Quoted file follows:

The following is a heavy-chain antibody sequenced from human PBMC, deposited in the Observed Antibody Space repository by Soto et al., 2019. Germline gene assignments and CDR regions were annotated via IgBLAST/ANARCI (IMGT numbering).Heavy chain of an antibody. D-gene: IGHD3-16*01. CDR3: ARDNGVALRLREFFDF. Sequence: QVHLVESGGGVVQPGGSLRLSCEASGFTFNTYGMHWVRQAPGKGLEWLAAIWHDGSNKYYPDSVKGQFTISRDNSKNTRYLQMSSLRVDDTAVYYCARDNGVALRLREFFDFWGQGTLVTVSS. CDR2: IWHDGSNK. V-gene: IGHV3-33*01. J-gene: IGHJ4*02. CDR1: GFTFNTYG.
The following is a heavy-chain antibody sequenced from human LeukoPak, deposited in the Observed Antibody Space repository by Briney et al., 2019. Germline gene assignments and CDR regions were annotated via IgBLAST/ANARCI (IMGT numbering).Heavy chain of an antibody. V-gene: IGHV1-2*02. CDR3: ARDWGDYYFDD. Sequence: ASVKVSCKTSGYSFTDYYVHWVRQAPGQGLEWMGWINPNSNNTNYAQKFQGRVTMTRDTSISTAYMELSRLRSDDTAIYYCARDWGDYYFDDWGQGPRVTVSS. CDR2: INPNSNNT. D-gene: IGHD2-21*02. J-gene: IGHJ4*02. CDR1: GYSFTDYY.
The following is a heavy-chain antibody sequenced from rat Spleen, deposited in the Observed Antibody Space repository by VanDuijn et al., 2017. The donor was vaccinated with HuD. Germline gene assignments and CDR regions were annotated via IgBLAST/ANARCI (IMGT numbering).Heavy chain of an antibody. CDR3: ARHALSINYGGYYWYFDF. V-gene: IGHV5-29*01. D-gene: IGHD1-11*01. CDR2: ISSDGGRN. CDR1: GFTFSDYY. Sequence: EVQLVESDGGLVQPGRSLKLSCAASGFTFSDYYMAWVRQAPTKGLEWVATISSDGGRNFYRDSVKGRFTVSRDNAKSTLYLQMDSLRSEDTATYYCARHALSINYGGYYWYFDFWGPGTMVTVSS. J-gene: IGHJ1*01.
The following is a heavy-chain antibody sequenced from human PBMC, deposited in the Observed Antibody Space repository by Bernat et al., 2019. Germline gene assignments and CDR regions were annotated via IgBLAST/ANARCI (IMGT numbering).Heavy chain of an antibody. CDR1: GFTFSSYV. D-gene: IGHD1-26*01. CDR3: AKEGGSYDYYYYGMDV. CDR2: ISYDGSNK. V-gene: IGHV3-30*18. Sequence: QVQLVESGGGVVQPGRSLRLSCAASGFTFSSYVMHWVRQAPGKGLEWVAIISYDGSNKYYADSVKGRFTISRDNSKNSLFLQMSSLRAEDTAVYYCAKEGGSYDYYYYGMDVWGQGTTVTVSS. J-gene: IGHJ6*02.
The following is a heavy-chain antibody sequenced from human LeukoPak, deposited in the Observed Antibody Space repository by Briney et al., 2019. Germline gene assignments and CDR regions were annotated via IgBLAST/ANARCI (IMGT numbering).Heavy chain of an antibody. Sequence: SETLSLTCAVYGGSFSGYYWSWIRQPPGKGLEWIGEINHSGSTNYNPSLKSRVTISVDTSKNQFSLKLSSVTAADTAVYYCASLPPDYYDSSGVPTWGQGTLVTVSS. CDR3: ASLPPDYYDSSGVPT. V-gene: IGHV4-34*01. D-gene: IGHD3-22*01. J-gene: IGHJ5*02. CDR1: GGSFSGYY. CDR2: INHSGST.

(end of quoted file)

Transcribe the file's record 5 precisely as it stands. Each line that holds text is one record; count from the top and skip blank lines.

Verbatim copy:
The following is a heavy-chain antibody sequenced from human LeukoPak, deposited in the Observed Antibody Space repository by Briney et al., 2019. Germline gene assignments and CDR regions were annotated via IgBLAST/ANARCI (IMGT numbering).Heavy chain of an antibody. Sequence: SETLSLTCAVYGGSFSGYYWSWIRQPPGKGLEWIGEINHSGSTNYNPSLKSRVTISVDTSKNQFSLKLSSVTAADTAVYYCASLPPDYYDSSGVPTWGQGTLVTVSS. CDR3: ASLPPDYYDSSGVPT. V-gene: IGHV4-34*01. D-gene: IGHD3-22*01. J-gene: IGHJ5*02. CDR1: GGSFSGYY. CDR2: INHSGST.